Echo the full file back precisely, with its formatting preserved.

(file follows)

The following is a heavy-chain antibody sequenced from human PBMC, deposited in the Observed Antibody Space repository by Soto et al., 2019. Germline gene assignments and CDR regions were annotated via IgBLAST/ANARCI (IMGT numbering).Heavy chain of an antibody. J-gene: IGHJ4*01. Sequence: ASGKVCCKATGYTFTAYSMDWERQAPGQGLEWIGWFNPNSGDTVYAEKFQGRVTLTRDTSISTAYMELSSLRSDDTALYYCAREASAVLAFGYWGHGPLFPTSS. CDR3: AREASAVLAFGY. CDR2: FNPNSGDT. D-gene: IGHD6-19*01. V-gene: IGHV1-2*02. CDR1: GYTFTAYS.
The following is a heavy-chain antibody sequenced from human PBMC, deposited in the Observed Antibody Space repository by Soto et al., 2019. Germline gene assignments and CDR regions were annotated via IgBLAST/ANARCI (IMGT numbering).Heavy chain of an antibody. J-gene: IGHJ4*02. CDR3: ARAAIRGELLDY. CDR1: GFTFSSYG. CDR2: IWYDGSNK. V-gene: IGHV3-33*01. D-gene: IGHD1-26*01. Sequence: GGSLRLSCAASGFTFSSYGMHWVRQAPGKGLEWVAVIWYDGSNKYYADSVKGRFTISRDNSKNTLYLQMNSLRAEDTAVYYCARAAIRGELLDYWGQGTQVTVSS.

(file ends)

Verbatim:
The following is a heavy-chain antibody sequenced from human PBMC, deposited in the Observed Antibody Space repository by Soto et al., 2019. Germline gene assignments and CDR regions were annotated via IgBLAST/ANARCI (IMGT numbering).Heavy chain of an antibody. J-gene: IGHJ4*01. Sequence: ASGKVCCKATGYTFTAYSMDWERQAPGQGLEWIGWFNPNSGDTVYAEKFQGRVTLTRDTSISTAYMELSSLRSDDTALYYCAREASAVLAFGYWGHGPLFPTSS. CDR3: AREASAVLAFGY. CDR2: FNPNSGDT. D-gene: IGHD6-19*01. V-gene: IGHV1-2*02. CDR1: GYTFTAYS.
The following is a heavy-chain antibody sequenced from human PBMC, deposited in the Observed Antibody Space repository by Soto et al., 2019. Germline gene assignments and CDR regions were annotated via IgBLAST/ANARCI (IMGT numbering).Heavy chain of an antibody. J-gene: IGHJ4*02. CDR3: ARAAIRGELLDY. CDR1: GFTFSSYG. CDR2: IWYDGSNK. V-gene: IGHV3-33*01. D-gene: IGHD1-26*01. Sequence: GGSLRLSCAASGFTFSSYGMHWVRQAPGKGLEWVAVIWYDGSNKYYADSVKGRFTISRDNSKNTLYLQMNSLRAEDTAVYYCARAAIRGELLDYWGQGTQVTVSS.